The 250 OHV

The 59 x 90 OHV 250s, 1933 to 1938

John Marston Limited never produced a flat-tank 250, and it wasn’t until 1933 that they entered this particular sector of the market. They did so the easy way, by simply reducing the stroke of the existing 347cc Model 8 from 70 to 59mm, and retaining the Model 8’s rolling chassis. They called it, very aptly but confusingly for some, the 250 Longstroke, or Model 14. Complete with twin-port head, the machine looked very like a scaled-down Model 9, but it was inevitably rather over-weight.

Later in 1933 JML surprised the market with a super-sports version of the Model 14, which they called the Little 90. This really was a racer in miniature, looking very like the “big” Model 90, with a single-port head, downdraught TT carburetor, bum pad and the notorious Sunbeam positive-stop foot gearchange.

These 250cc Longstroke continued for 1934, but was replaced by a new model, the 248cc Model 16, for 1935. The Little 90 meanwhile was superseded for 1934 by the Little 95, looking very like a scaled-down version of the Model 95. It featured a much larger petrol tank, a downdraught flange mounted TT carburetor, and a compression ratio raised to 8.4:1.

The M16 having proved unsuccessful, for 1936 JML re-introduced the Model 14, albeit in a much modified form, with the “Longstroke” tag now dropped. The new 250, in common with the new Model 8, featured a duplex cradle frame, larger tank and, most importantly, a Burman four-speed gearbox. The engine was also tidied up significantly but retained the 59 x 90 bore and stroke, most parts being common to the Model 8.

Later in 1936, JML announced what they rather awkwardly called a Semi-Sports version of the 250, with upswept exhaust pipe, larger front wheel (3.00 x 21) and sports mudguards.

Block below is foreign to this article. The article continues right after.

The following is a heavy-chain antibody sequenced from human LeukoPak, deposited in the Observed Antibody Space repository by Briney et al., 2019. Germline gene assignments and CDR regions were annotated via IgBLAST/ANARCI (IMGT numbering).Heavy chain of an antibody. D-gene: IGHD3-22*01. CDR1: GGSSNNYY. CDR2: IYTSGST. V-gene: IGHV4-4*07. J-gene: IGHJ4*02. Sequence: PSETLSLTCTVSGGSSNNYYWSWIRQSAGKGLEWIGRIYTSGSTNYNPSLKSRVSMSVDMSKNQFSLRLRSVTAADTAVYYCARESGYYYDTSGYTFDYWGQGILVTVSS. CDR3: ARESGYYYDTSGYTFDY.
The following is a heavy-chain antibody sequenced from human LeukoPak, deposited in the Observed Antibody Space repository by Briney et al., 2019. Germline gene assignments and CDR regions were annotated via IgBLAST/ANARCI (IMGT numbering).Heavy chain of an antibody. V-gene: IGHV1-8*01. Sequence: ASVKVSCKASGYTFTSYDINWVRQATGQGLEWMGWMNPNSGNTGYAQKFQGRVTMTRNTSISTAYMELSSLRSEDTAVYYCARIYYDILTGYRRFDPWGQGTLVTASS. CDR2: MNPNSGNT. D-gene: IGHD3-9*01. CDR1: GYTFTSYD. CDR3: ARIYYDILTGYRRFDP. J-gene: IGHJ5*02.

The 250 continued for 1937, in standard form, and as a more sensibly-named Sports. In both cases the engine had been further tidied with an internal oil pump reducing the external pipework, and a flange-mounted downdraft carburetor was fitted. The Sports was graced by a very handsome chrome-plated petrol tank, with gold and blue lining. The magnificent 5” speedometer could also now be specified. The Sports was fitted with a high-compression piston giving 7.5:1 against 7:1 for the standard model.

These were among the models taken over by AMC who continued to manufacture from Wolverhampton stock, with the 1938 models virtually identical to 1937. Some changes were made over the course of the 1938 model year, mainly to incorporate AMC-designed parts where the Wolverhampton stock was used up. This does cause considerable head-scratching for restorers of these machines, but the AMC spares book is very comprehensive, and the changes are well tracked.

This was the last year of the 59 x 90 250, with the new B-series machines coming on stream for the 1939 model year.